Race Class is an important factor, as it links heavily to form.

Race Class goes from Group 1 races down to Class 7. 

Class Of Race

Can the horse handle a higher class of race or does it need a drop-down the class scale?

Below the Group 1, 2, and 3 races, the other races are graded from 1 to 7 or A to H.

The majority of horse's run in the middle to low-grade races, between class 4-D and class 6-F

Runners in Group races make up 4% of the total of all runners, with the rest as follows.

Class A-1 = 3.5%

Class B-2 = 8.5%

Class C-3 = 8.5%

Class D-4 = 24% 

Class E-5 = 34%

Class F-6 = 14%

Class G-6 = 3%

Class 7-H = 0.5%

As a horse's form improve's, so its rating will increase, which will then lead on to it having to race in higher classes of race's

It works the other way with horse's who are out of form, although you normally find the handicapper will very quickly increase a horse's rating when it is running well but is slow to reduce its rating when it's out of form.


The going this year has been much wetter than usual, this not only affects the day to day races but can also have an effect on trainers getting their horse's race fit, especially if their usual gallops are too wet to use. 


Good To Firm


Good To Soft



This year has seen more than the usual number of meetings taking place on soft or heavy going, which can have an effect on the form.

You also find that some courses tend to dry out quickly after heavy rain and others will remain quite testing. 

How will the horse handle the ground?

All horses will travel on good ground, however, most will have a particular favoured ground.

The majority of horses should have no trouble handling good ground, some will be better suited to faster going, a horse with a long striding low action ( daisy cutter ) will normally be better suited to faster going, whereas a horse with a more rounded action, may prefer softer going.

Breeding also plays a part on which type of going a horse may prefer, this may be more pronounced if both the Sire & Dams Sire, both have the same preference in relation to different types of going.

Singspiel as a sire has a 28% strike rate with his offspring on firm ground.

Pivotal @ 20% & Kyllachy @ 16% have the best strike rates for runners on heavy ground.


The draw can play an important factor in race results, especially at certain tracks.

The majority of the time the draw usually only plays a part in sprint races but don't ignore the fact the draw can play, at certain tracks over longer trips than sprints.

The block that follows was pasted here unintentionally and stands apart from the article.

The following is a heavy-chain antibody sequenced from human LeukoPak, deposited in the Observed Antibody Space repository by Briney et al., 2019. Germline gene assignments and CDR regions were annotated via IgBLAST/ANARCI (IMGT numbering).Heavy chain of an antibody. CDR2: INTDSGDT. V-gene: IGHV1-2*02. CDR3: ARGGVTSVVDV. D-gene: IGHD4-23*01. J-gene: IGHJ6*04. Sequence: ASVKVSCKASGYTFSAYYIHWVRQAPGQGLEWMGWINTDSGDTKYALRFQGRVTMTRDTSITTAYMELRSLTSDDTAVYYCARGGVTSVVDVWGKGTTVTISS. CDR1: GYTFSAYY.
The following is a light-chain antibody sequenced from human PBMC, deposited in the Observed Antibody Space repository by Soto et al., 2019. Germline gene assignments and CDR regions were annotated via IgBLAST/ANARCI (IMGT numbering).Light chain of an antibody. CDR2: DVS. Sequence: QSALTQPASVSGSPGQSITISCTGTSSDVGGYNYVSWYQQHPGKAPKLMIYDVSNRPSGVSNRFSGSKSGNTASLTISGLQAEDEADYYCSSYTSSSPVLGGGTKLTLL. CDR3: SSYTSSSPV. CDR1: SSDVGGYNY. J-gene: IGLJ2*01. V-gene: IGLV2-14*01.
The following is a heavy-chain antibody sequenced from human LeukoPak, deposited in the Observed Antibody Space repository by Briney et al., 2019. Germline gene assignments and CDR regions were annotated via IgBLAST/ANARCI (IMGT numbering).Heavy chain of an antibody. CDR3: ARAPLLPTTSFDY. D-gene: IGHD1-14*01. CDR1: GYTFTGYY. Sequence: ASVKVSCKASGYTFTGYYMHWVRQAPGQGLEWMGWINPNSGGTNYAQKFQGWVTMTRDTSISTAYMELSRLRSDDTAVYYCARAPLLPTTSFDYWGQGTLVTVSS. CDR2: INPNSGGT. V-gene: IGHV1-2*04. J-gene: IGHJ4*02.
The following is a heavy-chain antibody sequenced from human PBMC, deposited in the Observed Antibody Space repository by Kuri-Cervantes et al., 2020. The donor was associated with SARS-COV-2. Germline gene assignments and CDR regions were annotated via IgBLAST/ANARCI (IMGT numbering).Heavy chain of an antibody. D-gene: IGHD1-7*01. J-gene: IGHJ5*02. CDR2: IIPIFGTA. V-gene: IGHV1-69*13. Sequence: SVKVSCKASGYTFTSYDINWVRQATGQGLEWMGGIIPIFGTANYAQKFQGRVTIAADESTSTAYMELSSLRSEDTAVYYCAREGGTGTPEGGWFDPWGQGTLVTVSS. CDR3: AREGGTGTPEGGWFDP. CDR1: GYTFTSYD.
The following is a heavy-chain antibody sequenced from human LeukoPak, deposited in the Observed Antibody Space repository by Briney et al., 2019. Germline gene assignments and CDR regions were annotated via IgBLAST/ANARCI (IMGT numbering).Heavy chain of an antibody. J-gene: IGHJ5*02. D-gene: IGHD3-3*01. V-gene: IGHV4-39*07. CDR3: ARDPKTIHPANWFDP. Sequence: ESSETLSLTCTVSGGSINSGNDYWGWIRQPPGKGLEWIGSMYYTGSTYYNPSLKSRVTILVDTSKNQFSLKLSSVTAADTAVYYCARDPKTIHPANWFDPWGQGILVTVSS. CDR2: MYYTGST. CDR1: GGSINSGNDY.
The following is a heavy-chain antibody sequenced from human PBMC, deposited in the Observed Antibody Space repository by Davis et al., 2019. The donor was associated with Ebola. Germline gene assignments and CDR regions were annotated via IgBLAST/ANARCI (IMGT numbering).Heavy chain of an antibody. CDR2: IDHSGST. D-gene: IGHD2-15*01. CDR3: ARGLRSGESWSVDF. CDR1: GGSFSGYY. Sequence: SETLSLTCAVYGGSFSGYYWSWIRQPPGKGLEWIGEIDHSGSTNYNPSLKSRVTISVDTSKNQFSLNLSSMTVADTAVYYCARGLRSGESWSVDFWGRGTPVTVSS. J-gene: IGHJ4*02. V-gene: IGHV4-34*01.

The Draw

On many courses the draw is irrelevant, but you do need to know those courses where the draw plays a pivotal part in the outcome of a race.

A fast start is equally or more important than a good draw, a well-drawn horse that misses the break can end up behind a wall of horse's, which means it may have to wait in behind and hope for an opening to appear, or be forced wide to make a challenge.

Where there is a really big bias to either high or low drawn runners, especially big race handicaps, the prices of those drawn well, will also be reflected in the market price.


No two horses are the same, even those closely related may have vastly different records on the race track. Some horses can stand a lot of training and some older sprinters can be seen turned out week after week, not always winning but they usually earn their corn, with the odd win or place now and again. Others perform better after a long rest in between races.

Looking at the results over the past 10 years, show that there are a lot of runners out there that have never won a race and probably not likely too in the future.

What also shows up is, that on percentage terms, those that have won most recently are also most likely to win again. 

Check The Date

Does the horse need a long rest ? or does it sparkle when it returns to the racecourse quickly? A form check will give you the answer.

Those horse's which have won within the past 7 days, have won 22% of their next races, whereas those runners who haven't won for two months or longer, only win 9% of the time.

The drop off rate between the number of days since last win, shows a 6% drop from week one to week two, from there it shows a drop off around 2% for every couple of weeks.